PC/Mac program to directly move the scope in the same fashion as the arrow buttons on the
- There are now 32-bit RS-232 'goto' and 'get' commands. This provides a software
resolution of 0.083 and will allow software such as PinPoint and TPoint to provide
the type of extremely accurate goto performance required for the most demanding
- The final direction on a 'goto' slew has been changed to right and down (direction of
the front of the scope when viewed from behind the scope) - this is the correct motion to
minimize backlash in the gears due to the back-heavy nature of the N8/11 GPS scopes.
- Final direction on 'goto' slews can be user selected. This can be useful when the
scope is balanced differently, particularly with a Fastar camera which will likely make
the scope front-heavy rather than the usual back-heavy.
- For visual use, tracking in Alt-Az mode is now virtually perfect. Objects stay in
the field of view for hours.
- User objects have been increased to 200 sky and 200 land objects, an increase from 25 of
each in the original HC.
- View Time-Site now displays Time-Zone and Daylight Savings settings to eliminate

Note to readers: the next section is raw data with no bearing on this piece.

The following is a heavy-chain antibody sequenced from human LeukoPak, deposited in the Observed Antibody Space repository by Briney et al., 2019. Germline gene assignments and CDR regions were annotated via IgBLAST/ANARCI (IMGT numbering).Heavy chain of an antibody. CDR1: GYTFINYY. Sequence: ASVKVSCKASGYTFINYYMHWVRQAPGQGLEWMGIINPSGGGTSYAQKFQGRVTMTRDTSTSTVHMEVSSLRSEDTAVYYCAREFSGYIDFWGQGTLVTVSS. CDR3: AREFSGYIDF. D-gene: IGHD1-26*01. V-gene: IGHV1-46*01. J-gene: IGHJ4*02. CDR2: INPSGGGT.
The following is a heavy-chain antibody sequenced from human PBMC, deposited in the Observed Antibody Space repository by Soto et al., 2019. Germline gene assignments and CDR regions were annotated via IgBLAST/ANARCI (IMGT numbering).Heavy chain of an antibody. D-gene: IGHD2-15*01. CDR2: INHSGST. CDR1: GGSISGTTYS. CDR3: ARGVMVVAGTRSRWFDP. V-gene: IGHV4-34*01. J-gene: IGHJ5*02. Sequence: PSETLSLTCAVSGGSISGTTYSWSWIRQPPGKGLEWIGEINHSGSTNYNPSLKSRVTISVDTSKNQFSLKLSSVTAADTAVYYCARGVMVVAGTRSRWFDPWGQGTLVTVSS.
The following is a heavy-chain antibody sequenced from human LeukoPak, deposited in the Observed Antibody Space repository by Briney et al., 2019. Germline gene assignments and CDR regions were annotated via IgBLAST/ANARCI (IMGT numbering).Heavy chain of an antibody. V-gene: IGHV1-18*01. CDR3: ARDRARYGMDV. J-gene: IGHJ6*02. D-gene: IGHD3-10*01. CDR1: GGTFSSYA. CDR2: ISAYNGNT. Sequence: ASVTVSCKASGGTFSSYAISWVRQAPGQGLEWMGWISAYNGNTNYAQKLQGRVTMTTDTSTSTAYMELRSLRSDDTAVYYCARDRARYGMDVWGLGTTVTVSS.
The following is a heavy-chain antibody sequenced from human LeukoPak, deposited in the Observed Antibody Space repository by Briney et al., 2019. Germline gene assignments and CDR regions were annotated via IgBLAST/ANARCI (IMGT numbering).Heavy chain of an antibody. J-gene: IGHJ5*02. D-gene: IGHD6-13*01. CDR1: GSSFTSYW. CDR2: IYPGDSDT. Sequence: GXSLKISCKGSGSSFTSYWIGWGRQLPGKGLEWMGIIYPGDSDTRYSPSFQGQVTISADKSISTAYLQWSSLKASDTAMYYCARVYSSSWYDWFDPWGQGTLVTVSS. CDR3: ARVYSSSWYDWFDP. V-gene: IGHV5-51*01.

confusion as to the current state of these parameters.
- Improved ephemeris calculations now put the Moon right in the field of view every time.
- The time zones in the HC now match international conventions and for areas outside of
the United States they are simply your offset from UTC.
- There are menu functions to move the scope to level and move the scope to North.
- Coupled with MC version 4, the 'goto' slew now gets to its new coordinates a bit faster.
This is most noticeable when you perform a second 'goto' to the same object. The
familiar left-and-dip (actually hop now) movement does not move as far from the object
before returning and the final slow-rate movements are shorter.
- And while talking about MC version 4, it provides silent tracking.
After a slew, you will hear nothing when the scope is tracking ... owners of
coffee-grinder scopes will be green (or is it blue :-) with envy.
Celestron has made substantial improvements in their flagship product. While the
original GPS was a fine product, the further refinement of the NexStar line is testament
to Celestron's commitment to their customers. The upgrade was well worth the wait!